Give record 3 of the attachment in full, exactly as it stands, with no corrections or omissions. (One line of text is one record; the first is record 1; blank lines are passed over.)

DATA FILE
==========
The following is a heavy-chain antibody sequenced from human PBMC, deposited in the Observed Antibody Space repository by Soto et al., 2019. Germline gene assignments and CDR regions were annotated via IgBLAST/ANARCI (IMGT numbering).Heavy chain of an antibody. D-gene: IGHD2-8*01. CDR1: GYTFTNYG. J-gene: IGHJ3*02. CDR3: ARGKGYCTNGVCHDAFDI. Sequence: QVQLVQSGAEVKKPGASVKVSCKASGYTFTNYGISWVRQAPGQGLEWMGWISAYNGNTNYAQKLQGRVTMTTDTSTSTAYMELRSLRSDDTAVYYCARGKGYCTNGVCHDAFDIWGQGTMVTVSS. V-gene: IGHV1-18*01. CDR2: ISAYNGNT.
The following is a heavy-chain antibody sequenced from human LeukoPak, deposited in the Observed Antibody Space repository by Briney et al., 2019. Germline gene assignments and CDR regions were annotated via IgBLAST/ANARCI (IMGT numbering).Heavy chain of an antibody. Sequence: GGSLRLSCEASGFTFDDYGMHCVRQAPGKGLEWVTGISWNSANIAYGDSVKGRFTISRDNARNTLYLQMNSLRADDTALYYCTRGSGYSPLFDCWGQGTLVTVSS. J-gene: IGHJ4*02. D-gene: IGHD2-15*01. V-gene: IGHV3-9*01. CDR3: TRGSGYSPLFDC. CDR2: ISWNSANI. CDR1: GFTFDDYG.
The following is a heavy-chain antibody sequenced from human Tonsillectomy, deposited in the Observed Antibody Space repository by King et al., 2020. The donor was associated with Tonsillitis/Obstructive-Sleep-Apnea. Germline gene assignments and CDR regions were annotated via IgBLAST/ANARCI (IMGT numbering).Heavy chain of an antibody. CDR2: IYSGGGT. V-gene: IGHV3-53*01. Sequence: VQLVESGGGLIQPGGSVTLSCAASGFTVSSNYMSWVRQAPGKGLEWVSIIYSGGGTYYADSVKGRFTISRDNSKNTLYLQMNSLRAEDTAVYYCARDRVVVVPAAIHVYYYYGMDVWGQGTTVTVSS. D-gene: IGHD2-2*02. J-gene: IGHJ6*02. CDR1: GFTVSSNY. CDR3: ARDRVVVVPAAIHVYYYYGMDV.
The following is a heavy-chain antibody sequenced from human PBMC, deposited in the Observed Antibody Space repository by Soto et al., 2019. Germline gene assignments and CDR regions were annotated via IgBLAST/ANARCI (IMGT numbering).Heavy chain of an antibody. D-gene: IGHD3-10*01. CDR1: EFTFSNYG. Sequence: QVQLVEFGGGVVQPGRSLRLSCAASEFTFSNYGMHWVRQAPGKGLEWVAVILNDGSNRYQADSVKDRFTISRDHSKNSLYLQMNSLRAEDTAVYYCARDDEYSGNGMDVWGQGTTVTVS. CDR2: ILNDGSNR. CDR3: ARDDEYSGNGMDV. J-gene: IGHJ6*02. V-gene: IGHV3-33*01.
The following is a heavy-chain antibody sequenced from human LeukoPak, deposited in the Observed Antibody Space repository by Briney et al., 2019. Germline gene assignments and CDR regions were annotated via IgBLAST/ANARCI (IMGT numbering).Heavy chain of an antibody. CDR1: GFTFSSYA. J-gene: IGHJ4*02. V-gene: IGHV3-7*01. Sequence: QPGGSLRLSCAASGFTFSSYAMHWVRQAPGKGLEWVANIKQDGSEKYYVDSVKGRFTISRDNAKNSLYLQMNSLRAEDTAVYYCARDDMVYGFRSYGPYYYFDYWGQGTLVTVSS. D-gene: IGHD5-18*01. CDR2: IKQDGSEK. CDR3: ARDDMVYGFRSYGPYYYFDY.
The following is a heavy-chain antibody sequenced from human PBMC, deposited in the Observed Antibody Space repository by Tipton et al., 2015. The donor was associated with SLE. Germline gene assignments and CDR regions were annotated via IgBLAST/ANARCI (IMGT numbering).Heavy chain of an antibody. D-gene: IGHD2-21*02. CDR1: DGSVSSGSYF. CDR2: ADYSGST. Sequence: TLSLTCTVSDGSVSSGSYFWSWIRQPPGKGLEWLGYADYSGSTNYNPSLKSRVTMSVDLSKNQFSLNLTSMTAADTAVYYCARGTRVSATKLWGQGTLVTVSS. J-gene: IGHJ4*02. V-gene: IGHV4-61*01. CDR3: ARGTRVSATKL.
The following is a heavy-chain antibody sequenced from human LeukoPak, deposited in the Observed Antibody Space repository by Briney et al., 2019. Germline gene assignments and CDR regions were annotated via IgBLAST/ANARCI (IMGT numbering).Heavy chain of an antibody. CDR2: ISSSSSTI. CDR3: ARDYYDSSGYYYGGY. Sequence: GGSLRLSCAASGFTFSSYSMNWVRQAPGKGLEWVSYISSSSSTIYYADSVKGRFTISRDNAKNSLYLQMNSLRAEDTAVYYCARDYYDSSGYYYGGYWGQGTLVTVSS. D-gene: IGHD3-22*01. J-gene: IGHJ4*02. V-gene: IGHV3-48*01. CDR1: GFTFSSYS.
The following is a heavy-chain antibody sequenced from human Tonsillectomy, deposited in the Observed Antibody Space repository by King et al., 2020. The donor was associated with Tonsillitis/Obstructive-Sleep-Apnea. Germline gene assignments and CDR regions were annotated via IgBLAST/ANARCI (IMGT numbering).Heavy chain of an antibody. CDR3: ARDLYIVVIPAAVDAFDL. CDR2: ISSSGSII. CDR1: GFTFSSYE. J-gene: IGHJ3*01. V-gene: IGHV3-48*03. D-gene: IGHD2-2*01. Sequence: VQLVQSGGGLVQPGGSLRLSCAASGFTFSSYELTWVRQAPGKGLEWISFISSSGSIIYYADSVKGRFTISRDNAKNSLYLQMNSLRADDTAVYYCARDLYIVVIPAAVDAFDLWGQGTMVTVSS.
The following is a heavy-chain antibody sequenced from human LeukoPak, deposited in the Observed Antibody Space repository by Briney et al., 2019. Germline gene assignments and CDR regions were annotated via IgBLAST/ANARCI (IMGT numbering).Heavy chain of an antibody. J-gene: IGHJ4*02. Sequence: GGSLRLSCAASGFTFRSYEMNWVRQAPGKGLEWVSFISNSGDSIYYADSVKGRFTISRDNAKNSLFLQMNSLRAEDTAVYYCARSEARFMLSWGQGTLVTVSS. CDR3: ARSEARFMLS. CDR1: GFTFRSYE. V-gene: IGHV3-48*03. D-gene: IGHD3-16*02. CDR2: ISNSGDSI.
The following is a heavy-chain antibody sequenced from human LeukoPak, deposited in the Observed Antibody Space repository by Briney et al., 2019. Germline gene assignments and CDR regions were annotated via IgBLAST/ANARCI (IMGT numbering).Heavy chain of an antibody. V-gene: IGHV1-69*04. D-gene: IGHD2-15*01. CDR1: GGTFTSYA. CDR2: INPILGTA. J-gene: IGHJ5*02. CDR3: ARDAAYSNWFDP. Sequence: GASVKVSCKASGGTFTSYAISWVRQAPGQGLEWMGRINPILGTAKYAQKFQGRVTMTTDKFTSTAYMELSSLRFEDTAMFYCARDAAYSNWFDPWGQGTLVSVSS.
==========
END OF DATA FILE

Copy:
The following is a heavy-chain antibody sequenced from human Tonsillectomy, deposited in the Observed Antibody Space repository by King et al., 2020. The donor was associated with Tonsillitis/Obstructive-Sleep-Apnea. Germline gene assignments and CDR regions were annotated via IgBLAST/ANARCI (IMGT numbering).Heavy chain of an antibody. CDR2: IYSGGGT. V-gene: IGHV3-53*01. Sequence: VQLVESGGGLIQPGGSVTLSCAASGFTVSSNYMSWVRQAPGKGLEWVSIIYSGGGTYYADSVKGRFTISRDNSKNTLYLQMNSLRAEDTAVYYCARDRVVVVPAAIHVYYYYGMDVWGQGTTVTVSS. D-gene: IGHD2-2*02. J-gene: IGHJ6*02. CDR1: GFTVSSNY. CDR3: ARDRVVVVPAAIHVYYYYGMDV.